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Opinion — In support of the Parents Bill of Rights Act
Rick Allen Web
Congressman Rick W. Allen

It’s that time of year again. Summer break has come to an end, families have stocked up on school supplies, and the school year is getting underway for students across the state of Georgia. It’s undoubtedly an exciting time as our nation’s youth embark on yet another academic year filled with possibilities. As the father of four and a grandfather of 14, I am well-aware of the consistent effort and preparation it takes from parents to ensure children have a successful school year. From carpool lines to homework assignments and extra-curricular activities — a parent's job is never done.

However, in certain places across our nation, over the past several years, we’ve seen parents being silenced and denied the right to make decisions about their child’s education. Parents are being sidelined while their children are being taught divisive curriculum; vilified by those who want to protect special interests over student success. While Georgia has taken steps to protect educational freedom, many families across the nation are not as fortunate.

The Biden Department of Justice (DOJ) even went so far as to label concerned parents “domestic terrorists” just because they wanted a say in their children’s education. This is not the way our education system is intended to operate. Parents know what’s best for their children. Parents should be viewed as partners, not pariahs. As the son of two educators, I can tell you that the best schools know how to work with parents, not around them. 

Democrats’ efforts to radically reshape education and deny parents a voice has led our nation to a crossroads when it comes to K-12 education. However, my Republican colleagues and I have a different vision: H.R. 5, the Parents Bill of Rights Act, which ensures parents have every right to be actively engaged in their child’s education. As a member of the House Committee on Education and the Workforce, I was proud to co-introduce this critical legislation that puts parents back in the driver’s seat.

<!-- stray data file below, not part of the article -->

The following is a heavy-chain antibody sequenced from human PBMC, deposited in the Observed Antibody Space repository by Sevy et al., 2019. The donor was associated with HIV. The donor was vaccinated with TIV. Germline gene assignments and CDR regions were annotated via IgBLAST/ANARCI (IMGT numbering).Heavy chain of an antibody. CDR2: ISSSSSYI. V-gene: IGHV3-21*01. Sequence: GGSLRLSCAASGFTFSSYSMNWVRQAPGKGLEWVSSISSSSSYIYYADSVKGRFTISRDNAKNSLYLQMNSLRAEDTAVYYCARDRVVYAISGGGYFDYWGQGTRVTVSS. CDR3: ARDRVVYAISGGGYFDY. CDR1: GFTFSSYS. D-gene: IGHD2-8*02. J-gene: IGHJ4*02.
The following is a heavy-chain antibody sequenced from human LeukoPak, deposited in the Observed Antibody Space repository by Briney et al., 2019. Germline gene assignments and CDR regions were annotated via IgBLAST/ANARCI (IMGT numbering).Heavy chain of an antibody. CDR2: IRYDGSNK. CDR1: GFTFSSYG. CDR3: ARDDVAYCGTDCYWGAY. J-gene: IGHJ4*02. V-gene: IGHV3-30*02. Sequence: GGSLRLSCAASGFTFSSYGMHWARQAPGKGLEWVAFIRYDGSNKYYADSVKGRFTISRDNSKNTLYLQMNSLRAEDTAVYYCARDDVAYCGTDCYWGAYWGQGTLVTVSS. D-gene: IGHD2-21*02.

The Parents Bill of Rights Act would amend several existing laws to improve transparency and accountability within the public school system by guaranteeing: 1) parents have the right to know what is being taught; 2) parents have the right to be heard; 3) parents have the right to see the school budget and spending; 4) parents have the right to protect their child’s privacy; and, 5) parents have the right to be updated on any violent activity in school. H.R. 5 would enshrine these fundamental rights into law, ensuring they can no longer be infringed upon by those seeking to suppress a parent's basic right to be informed. 

Earlier this year, House Republicans passed the Parents Bill of Rights Act, with 203 Democrats voting against empowering families to have a say in their child’s education. One Democrat even said protecting parental rights amounted to “fascism” during the House floor debate on the bill. Allowing families to play an active role in their child’s education should not be a controversial issue, but in today’s political climate, even the most sensible of ideas can be disparaged due to the partisan divide in Washington.

House Republicans are fulfilling our commitment to a future that’s built on freedom — a future where parents’ rights are protected, and families are given a seat at the table. 

The Parents Bill of Rights Act would return power to the parents — where it has always belonged.

Rick W. Allen represents the 12th District of Georgia and is a member of the House Committee on Education and the Workforce. 

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